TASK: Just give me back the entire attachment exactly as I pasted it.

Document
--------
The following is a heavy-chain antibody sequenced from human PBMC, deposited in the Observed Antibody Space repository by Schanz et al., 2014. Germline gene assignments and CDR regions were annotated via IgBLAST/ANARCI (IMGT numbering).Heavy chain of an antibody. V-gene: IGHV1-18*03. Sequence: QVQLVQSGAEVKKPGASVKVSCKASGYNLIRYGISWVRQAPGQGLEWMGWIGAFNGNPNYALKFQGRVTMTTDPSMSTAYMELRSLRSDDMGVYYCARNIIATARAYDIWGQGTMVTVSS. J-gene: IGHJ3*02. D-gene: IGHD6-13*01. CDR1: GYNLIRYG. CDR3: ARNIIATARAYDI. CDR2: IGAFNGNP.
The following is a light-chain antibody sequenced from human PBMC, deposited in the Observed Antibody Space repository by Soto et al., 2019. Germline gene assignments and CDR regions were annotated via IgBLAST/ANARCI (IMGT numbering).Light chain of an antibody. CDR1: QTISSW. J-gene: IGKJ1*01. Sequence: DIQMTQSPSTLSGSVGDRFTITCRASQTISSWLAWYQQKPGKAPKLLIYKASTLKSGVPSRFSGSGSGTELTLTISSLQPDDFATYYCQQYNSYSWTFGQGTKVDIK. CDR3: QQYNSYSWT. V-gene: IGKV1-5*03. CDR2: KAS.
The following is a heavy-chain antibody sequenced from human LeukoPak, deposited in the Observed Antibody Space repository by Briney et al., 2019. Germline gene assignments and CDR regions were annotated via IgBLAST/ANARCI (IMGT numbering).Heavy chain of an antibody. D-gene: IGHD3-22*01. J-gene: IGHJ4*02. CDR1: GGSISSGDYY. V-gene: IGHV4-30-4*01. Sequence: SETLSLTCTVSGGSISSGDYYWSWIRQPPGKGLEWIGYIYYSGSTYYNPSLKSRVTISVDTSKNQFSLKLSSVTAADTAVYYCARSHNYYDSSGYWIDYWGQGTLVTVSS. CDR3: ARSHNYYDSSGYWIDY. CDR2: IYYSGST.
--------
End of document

The following is a heavy-chain antibody sequenced from human PBMC, deposited in the Observed Antibody Space repository by Schanz et al., 2014. Germline gene assignments and CDR regions were annotated via IgBLAST/ANARCI (IMGT numbering).Heavy chain of an antibody. V-gene: IGHV1-18*03. Sequence: QVQLVQSGAEVKKPGASVKVSCKASGYNLIRYGISWVRQAPGQGLEWMGWIGAFNGNPNYALKFQGRVTMTTDPSMSTAYMELRSLRSDDMGVYYCARNIIATARAYDIWGQGTMVTVSS. J-gene: IGHJ3*02. D-gene: IGHD6-13*01. CDR1: GYNLIRYG. CDR3: ARNIIATARAYDI. CDR2: IGAFNGNP.
The following is a light-chain antibody sequenced from human PBMC, deposited in the Observed Antibody Space repository by Soto et al., 2019. Germline gene assignments and CDR regions were annotated via IgBLAST/ANARCI (IMGT numbering).Light chain of an antibody. CDR1: QTISSW. J-gene: IGKJ1*01. Sequence: DIQMTQSPSTLSGSVGDRFTITCRASQTISSWLAWYQQKPGKAPKLLIYKASTLKSGVPSRFSGSGSGTELTLTISSLQPDDFATYYCQQYNSYSWTFGQGTKVDIK. CDR3: QQYNSYSWT. V-gene: IGKV1-5*03. CDR2: KAS.
The following is a heavy-chain antibody sequenced from human LeukoPak, deposited in the Observed Antibody Space repository by Briney et al., 2019. Germline gene assignments and CDR regions were annotated via IgBLAST/ANARCI (IMGT numbering).Heavy chain of an antibody. D-gene: IGHD3-22*01. J-gene: IGHJ4*02. CDR1: GGSISSGDYY. V-gene: IGHV4-30-4*01. Sequence: SETLSLTCTVSGGSISSGDYYWSWIRQPPGKGLEWIGYIYYSGSTYYNPSLKSRVTISVDTSKNQFSLKLSSVTAADTAVYYCARSHNYYDSSGYWIDYWGQGTLVTVSS. CDR3: ARSHNYYDSSGYWIDY. CDR2: IYYSGST.